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How To Deal With Violent Toddler Tantrums

How To Deal With Violent Toddler Tantrums. The best thing to do when dealing with a toddler temper tantrum is to stay calm and actively ignore the behavior. Show a good example by remaining calm when times are stressful.

How to handle tantrums and meltdowns First Five Years
How to handle tantrums and meltdowns First Five Years from www.firstfiveyears.org.au

Hitting hurts people.” then either redirect your toddler’s attention or swiftly remove her from the scene. If your child has lengthy, violent outbursts, talk to your healthcare provider. And make sure those consequences are set up as learning experiences.

Often kids act out because they are bored.


Kids who usually require extra help from a caregiver to recover were at higher risk for adhd, no matter how frequent the tantrums were or how long they lasted. And make sure those consequences are set up as learning experiences. Wait for your child to calm down.

Hitting hurts people.” then either redirect your toddler’s attention or swiftly remove her from the scene.


In case the person doesn’t agree to meet a professional, ask your friends for help. They’re stuck in a bad habit or just don’t have the skills right now to cope with the situation. Therefore, your toddler may be more fragile at certain times and you will need to be more patient and show more empathy more often.

This encourages your toddler to do the same.


“there is no point trying to reason with a child who is having a tantrum,” explains christine macintyre. Don’t give in to a tantrum and don’t tantrum back, name the feeling (mad, sad, frustrated, etc.), give limited choices where you control the result, and redirect. Know the difference between a punishment and a consequence.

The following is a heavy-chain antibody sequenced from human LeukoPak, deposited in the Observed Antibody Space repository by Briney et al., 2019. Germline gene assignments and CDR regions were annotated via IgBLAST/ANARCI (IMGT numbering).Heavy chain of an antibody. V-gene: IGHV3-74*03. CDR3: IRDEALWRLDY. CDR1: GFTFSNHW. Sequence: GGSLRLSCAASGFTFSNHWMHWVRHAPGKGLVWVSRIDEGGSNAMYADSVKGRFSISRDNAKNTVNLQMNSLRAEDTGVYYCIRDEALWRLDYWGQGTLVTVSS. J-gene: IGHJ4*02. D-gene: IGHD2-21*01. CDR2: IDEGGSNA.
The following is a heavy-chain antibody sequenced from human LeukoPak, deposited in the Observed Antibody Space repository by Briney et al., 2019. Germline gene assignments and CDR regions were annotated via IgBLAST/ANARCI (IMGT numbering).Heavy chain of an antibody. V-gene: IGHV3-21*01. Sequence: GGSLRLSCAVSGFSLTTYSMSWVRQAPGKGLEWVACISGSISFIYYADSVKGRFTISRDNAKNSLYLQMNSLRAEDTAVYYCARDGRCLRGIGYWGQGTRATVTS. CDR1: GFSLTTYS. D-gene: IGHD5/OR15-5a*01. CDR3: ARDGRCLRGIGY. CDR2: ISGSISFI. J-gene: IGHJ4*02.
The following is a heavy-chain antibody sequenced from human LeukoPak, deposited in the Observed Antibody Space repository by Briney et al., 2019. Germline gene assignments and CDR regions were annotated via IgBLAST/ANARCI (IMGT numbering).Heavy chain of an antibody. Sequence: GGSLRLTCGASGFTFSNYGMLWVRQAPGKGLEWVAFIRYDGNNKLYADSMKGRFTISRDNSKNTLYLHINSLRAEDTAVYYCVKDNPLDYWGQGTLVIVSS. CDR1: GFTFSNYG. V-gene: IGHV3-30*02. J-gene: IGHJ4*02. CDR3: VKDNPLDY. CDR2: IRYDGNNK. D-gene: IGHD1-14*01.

You need to ensure that there are consequences for their actions.


You can even take your own “time out” for a minute or two to calm yourself. Tantrums are short periods of angry outbursts or unreasonable behaviour like crying, screaming or shouting (rc psych, 2017).they are common and a standard part of a child’s development. This means turning your eye gaze away from the child, you yourself engaging in a different behavior, and not speaking or interacting with the child.

Keep calm when dealing with challenging behaviour and take time out when you need it.


If your child has lengthy, violent outbursts, talk to your healthcare provider. Consider giving one minute of timeout for every year of your child's age. Your child may continue to follow you around the house, trying to carry on the argument, when you’re trying to disengage.

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